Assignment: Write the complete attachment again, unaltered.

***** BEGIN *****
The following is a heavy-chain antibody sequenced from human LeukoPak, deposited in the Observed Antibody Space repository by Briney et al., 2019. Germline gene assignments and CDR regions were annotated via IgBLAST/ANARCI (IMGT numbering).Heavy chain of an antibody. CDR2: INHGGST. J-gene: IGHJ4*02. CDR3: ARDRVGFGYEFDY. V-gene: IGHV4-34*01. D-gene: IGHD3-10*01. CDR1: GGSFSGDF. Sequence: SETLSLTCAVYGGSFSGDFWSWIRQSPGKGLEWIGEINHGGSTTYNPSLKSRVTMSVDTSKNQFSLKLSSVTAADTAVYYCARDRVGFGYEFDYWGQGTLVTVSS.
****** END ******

The following is a heavy-chain antibody sequenced from human LeukoPak, deposited in the Observed Antibody Space repository by Briney et al., 2019. Germline gene assignments and CDR regions were annotated via IgBLAST/ANARCI (IMGT numbering).Heavy chain of an antibody. CDR2: INHGGST. J-gene: IGHJ4*02. CDR3: ARDRVGFGYEFDY. V-gene: IGHV4-34*01. D-gene: IGHD3-10*01. CDR1: GGSFSGDF. Sequence: SETLSLTCAVYGGSFSGDFWSWIRQSPGKGLEWIGEINHGGSTTYNPSLKSRVTMSVDTSKNQFSLKLSSVTAADTAVYYCARDRVGFGYEFDYWGQGTLVTVSS.